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Late Fragments - Book Review

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by Romy Page (subscribe)
Writer. TV producer. Film maker. Mum. Lovely food vs a great wine? Don't ask me to choose... This is me: www.chocolateboxmedia.co.uk
Published January 12th 2017
If you read one book this year, make it the witty, heart wrenching and yet life affirming 'Late Fragments: Everything I Want To Tell You (About This Magnificent Life)' by Kate Gross.

This wonderful book is a raw, honest and untraditional memoir. Kate was diagnosed with colon cancer at just 34 years old. This book is written for her 5-year-old twin boys, Oscar and Isaac, as a record of herself and as a lasting piece of herself. She writes: 'There are two copies of this book that matter. There are two pairs of eyes I imagine reading every word.'

Late Fragments


A high flyer, Kate led an impressive life. She had worked at 10 Downing Street for Tony Blair and Gordon Brown. She set up an African charity. She was awarded an OBE. She also received the news that we all dread: she had cancer. But Kate doesn't dwell on the misery of living with a terminal illness, or on the endless treatments and therapies that go with it.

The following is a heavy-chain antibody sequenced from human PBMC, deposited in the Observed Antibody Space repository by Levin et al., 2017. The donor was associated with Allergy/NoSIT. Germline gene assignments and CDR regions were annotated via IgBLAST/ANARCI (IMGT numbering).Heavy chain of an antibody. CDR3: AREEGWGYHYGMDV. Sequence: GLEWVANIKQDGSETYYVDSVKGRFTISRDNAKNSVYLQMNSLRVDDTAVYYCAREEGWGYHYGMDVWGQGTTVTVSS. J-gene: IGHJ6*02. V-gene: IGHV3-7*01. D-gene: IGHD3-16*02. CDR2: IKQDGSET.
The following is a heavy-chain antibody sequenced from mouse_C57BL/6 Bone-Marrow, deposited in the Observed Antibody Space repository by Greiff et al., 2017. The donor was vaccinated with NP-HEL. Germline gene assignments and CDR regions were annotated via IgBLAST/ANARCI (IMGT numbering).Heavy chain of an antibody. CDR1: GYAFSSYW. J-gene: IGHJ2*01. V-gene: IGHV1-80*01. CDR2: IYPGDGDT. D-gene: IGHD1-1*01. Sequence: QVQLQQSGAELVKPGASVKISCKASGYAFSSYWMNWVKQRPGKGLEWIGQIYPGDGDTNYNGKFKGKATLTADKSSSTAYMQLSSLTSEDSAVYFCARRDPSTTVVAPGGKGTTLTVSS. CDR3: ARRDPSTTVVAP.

Written between her diagnosis and her death, this is Kate's way of making sense of her illness, making sense of her shortened life, and coming to terms with leaving behind those she loves. Of her husband, the love of her life, she writes: '...I cry most when I think of Billy when he is sixty-five. He will still be handsome... For some reason I imagine him in an open top sports car... But I'm not in the passenger seat. Someone else is. I am grieving for a future we won't have together. Nonetheless I am the lucky one, because I never have to lose him.' This is the story of a tragedy, but it is filled with humour and hope.

Kate died on Christmas morning, 2014, aged 36 years old. She was, as she knew she would be, denied the chance to know what the future would have held. Of her boys, she could only wonder what lies ahead. 'Who knows whether the little people they are at five will reflect the big people they are at twenty-five, forty-five, sixty-five.'

This book is not always an easy read, but it is worth it. So please, do read this.
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Why? Why life is so precious
Where: Bookshops or Online
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